There are long-overlooked dangers embedded within the adoption of digital technologies—and as society shifts online during the pandemic, consumers and policymakers must figure out how to address those risks.
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Conflicting statements from U.S. leaders are undercutting the credibility of U.S. intelligence on the coronavirus.
While Beijing’s responsibility for violations of international legal obligations seems evident, International Court of Justice precedent on causality and reparations will probably thwart any efforts to make China pay compensation for damages caused by the coronavirus.
In the U.S., efforts to develop digital contact-tracing systems have largely fallen to states and tech companies—though privacy advocates have voiced concerns about the invasiveness of such apps.
Attorney General William Barr’s suggestion that state and local pandemic policies violate the dormant Commerce Clause rings hollow.
The court invoked the nondelegation doctrine to require explicit statutory authorization of electronic surveillance.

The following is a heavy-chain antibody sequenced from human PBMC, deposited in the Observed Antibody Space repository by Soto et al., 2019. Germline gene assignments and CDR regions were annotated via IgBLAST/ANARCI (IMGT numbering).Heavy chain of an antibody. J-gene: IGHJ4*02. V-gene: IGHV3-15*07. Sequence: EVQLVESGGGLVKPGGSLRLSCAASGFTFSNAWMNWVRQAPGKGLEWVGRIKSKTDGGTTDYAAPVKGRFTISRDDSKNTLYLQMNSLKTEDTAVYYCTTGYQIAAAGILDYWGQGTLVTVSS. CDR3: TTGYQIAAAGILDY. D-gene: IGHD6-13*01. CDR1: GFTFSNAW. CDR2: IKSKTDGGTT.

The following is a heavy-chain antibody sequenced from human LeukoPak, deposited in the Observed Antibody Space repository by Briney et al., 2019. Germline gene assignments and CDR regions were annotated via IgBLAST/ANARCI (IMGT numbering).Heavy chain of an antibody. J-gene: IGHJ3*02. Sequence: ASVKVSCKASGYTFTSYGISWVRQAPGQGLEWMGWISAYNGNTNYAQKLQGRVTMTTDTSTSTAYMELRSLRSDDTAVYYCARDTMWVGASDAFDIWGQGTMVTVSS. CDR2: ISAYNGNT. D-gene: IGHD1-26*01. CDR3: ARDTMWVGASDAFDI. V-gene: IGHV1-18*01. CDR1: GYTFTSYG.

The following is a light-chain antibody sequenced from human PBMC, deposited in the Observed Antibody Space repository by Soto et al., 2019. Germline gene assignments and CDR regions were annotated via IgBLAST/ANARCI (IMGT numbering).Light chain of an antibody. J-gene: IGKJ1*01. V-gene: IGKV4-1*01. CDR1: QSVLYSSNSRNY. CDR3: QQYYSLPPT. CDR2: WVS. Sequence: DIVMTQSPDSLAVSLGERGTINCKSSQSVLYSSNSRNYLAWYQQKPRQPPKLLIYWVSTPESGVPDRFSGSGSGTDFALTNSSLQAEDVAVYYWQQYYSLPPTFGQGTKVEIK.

With the coronavirus in every state and multiple territories, what emergency authorities do state and territory executives possess to address the public health crisis?
Critics focus on the privacy cost of contact tracing. But it’s important to examine the disparate privacy implications for the most vulnerable communities.
Many legal questions arose after the recent cyber operations against the health sector throughout the world, but there is still little legal conversation at the international level on how to approach these malicious acts that often have dire consequences.
It’s time to start thinking about some broader strategic lessons to draw from the pandemic. For one, our interconnected world is vulnerable to crises.